Film Torments: V/H/S: Viral (2014)


THIS WEEK on Torments, George has a stab at an anthology that, inexplicably, made it to three instalments.

Let it never be said that I don’t suffer for my art. I have now sat through this abortion of a film twice – once when I watched it for the first time, a year ago, and once now, just to make sure I got every tedious, poorly-written detail of it accurate. In the interests of fairness, I have to say that V/H/S: Viral is not the worst film I’ve ever seen. Postal was stupider; Hobo With A Shotgun was more lazily made, and The Sisterhood of the Travelling Pants held infinitely more contempt for the audience.

V/H/S: Viral is, however, the most boring film I’ve seen. That’s not something I expected to have to say about any entry in the V/H/S franchise. While the first two were unoriginal and vastly overhyped, they were competently-made anthology films that, while overly reliant on predictable jump scares, knew what they were out to do and did it more competently than a film like Insidious or The Conjuring, on a fraction of the budget. The third instalment, though, is different. For some reason the filmmakers have decided to abandon the quiet-loud-quiet dynamic that they’ve relied on thus far in favour of films that try to build atmosphere. It doesn’t work out well.

For those that don’t know, the original V/H/S was a 2012 found-footage anthology horror film created by Brad Miska and his horror website Bloody Disgusting. It consisted of six short films by various directors (including Ti West, now a major figure in the horror world), of varying quality, all of them heavily reliant on the jump-scare tactics that have become so popular in the wake of the Paranormal Activity films. For some reason, the film was successful enough to spawn a sequel that was largely similar, both in approach and quality.


I’m still unsure as to why V/H/S was so successful. I suspect it was to do with the filmmakers’ decision to combine two gimmicks – found footage and anthology – and the fact that they came out at a time when any film that makes loud noises at the audience is considered a horror masterpiece. I’m genuinely baffled by the level of hype that these films received. Even people who I know have good taste in film, and who enjoy horror films, have recommended V/H/S to me. Mark Kermode has spoken favourably of V/H/S 2, for Christ’s sake, and he’s arguably the best film critic in the country.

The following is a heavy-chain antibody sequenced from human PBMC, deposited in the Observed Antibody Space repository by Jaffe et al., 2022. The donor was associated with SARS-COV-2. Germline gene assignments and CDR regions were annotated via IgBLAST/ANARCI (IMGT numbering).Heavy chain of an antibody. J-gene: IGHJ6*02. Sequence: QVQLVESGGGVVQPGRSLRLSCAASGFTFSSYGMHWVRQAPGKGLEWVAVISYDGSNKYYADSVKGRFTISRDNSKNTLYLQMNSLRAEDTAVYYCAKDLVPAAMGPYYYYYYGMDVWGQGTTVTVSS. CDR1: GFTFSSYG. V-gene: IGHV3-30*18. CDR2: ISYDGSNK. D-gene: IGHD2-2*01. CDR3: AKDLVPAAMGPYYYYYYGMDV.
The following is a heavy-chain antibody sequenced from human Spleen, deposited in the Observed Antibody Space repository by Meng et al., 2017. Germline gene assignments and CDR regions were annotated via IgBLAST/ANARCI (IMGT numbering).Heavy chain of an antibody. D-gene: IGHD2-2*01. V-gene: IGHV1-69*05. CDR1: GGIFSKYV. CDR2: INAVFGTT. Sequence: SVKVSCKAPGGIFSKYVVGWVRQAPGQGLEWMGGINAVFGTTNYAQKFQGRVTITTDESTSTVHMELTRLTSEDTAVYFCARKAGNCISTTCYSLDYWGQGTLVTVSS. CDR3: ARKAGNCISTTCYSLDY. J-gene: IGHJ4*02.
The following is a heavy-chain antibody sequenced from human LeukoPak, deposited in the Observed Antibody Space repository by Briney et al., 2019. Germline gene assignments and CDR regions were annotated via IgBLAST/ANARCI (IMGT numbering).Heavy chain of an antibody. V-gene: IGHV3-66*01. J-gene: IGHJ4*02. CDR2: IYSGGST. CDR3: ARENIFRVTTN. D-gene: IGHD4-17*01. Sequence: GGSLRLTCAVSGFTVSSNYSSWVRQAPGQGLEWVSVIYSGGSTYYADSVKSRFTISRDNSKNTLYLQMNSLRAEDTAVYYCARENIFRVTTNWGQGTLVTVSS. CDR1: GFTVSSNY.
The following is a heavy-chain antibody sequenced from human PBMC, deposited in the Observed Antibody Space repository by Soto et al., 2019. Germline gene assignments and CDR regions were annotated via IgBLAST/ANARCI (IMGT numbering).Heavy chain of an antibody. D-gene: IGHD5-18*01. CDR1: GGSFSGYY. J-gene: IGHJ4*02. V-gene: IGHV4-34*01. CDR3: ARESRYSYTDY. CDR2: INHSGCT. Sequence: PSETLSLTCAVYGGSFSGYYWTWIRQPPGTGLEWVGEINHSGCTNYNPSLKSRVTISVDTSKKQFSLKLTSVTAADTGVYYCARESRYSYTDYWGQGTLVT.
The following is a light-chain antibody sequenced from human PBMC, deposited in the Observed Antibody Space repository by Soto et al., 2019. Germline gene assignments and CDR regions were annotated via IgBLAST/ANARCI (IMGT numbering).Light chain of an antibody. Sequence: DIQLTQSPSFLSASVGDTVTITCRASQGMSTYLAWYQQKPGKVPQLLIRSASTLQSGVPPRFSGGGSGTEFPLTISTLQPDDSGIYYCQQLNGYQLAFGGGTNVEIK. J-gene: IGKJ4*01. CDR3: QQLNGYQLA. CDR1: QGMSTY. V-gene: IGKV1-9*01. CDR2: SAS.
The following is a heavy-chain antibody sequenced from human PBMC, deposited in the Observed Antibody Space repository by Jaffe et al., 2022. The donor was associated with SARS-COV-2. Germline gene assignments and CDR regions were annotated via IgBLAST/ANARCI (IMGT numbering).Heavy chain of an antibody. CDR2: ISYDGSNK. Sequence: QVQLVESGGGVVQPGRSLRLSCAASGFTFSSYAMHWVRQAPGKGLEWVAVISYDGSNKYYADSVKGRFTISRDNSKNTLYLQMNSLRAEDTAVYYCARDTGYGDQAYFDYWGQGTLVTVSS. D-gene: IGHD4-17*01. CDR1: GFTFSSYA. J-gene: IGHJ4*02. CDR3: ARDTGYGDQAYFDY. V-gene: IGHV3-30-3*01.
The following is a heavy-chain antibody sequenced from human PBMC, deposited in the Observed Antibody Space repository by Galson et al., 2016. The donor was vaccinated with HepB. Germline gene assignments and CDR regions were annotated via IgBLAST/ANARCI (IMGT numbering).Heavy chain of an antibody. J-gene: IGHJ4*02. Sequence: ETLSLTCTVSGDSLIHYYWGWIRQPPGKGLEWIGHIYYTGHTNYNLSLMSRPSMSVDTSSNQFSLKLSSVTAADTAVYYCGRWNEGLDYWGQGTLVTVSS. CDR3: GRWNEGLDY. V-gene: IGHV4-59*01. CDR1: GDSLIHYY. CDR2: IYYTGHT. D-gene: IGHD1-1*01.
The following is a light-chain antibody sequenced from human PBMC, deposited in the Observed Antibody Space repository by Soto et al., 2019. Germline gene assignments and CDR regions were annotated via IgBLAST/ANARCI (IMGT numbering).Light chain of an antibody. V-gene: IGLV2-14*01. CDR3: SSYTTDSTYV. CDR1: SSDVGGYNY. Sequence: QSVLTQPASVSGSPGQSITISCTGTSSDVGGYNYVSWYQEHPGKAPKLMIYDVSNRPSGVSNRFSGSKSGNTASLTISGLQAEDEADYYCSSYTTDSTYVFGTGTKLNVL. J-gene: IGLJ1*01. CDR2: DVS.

This film’s predecessors, then, set the bar pretty low. V/H/S: Viral runs into that bar face-first, chased by a poorly-made-up zombie. To give you an idea of what exactly is wrong with the film, I’ll explain one of the segments. A group of uniquely obnoxious skaters decide to go to Mexico, for some reason. They end up skating around a location that I’m pretty sure was used in a different segment earlier in the film, until they’re attacked by devil-worshippers. Then the devil-worshippers turn into zombies.

The skaters fight the zombies, until the zombies eat them. I guarantee that reading that description is more interesting that the actual film. The characters are not only annoying, they’re one-dimensional – the former is forgivable, the latter much less so. The zombies are given no explanation; they just turn up and attack the kids because, well, the script told them to.


Worst of all, though, is the actual fight with the zombies. The entire thing looks like it was shot and choreographed by a child: Zombie walks at kid; kid hits zombie with skateboard; zombie falls over. Rinse and repeat, and repeat, and repeat. I’ve never been attacked by zombies, but I’m pretty sure being slowly eaten alive by a shambling corpse would be more entertaining than watching this.

But wait, I’ve forgotten about the best part of the entire film; they give up on the found-footage gimmick twenty minutes in. Literally in the first short film, the director (Gregg Bishop) slips from found-footage to a conventional multi-camera approach near the end. I cannot stress this enough – one of the films in a found-footage anthology, after sticking to found footage for almost its entire runtime, gives up completely.

The rest of the anthology is strictly found-footage, but for some reason Bishop thought “sod it, they won’t notice if I film this scene normally”. I’m trying to find a simile to explain how stupid that is, but I honestly can’t think of anything as stupid as what Gregg Bishop actually did. Damn it, Gregg.

Credit where credit’s due, though: Parallel Monsters, the second short film, is good. Directed and written by Nacho Vigalondo, it’s original, well-made and genuinely creepy, something that no other short film in the entire trilogy has managed. Watch that, skip the rest, and let me know when found footage stops being a thing.

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